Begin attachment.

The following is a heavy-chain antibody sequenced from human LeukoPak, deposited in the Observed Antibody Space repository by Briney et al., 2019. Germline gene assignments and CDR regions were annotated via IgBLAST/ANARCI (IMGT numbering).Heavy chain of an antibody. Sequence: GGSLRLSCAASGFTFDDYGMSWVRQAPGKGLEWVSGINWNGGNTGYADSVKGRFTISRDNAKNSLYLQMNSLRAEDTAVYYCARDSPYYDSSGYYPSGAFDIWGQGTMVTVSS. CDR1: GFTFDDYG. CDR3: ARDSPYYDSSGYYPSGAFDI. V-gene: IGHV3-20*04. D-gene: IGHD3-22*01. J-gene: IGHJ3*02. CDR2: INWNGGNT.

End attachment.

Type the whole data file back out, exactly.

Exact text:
The following is a heavy-chain antibody sequenced from human LeukoPak, deposited in the Observed Antibody Space repository by Briney et al., 2019. Germline gene assignments and CDR regions were annotated via IgBLAST/ANARCI (IMGT numbering).Heavy chain of an antibody. Sequence: GGSLRLSCAASGFTFDDYGMSWVRQAPGKGLEWVSGINWNGGNTGYADSVKGRFTISRDNAKNSLYLQMNSLRAEDTAVYYCARDSPYYDSSGYYPSGAFDIWGQGTMVTVSS. CDR1: GFTFDDYG. CDR3: ARDSPYYDSSGYYPSGAFDI. V-gene: IGHV3-20*04. D-gene: IGHD3-22*01. J-gene: IGHJ3*02. CDR2: INWNGGNT.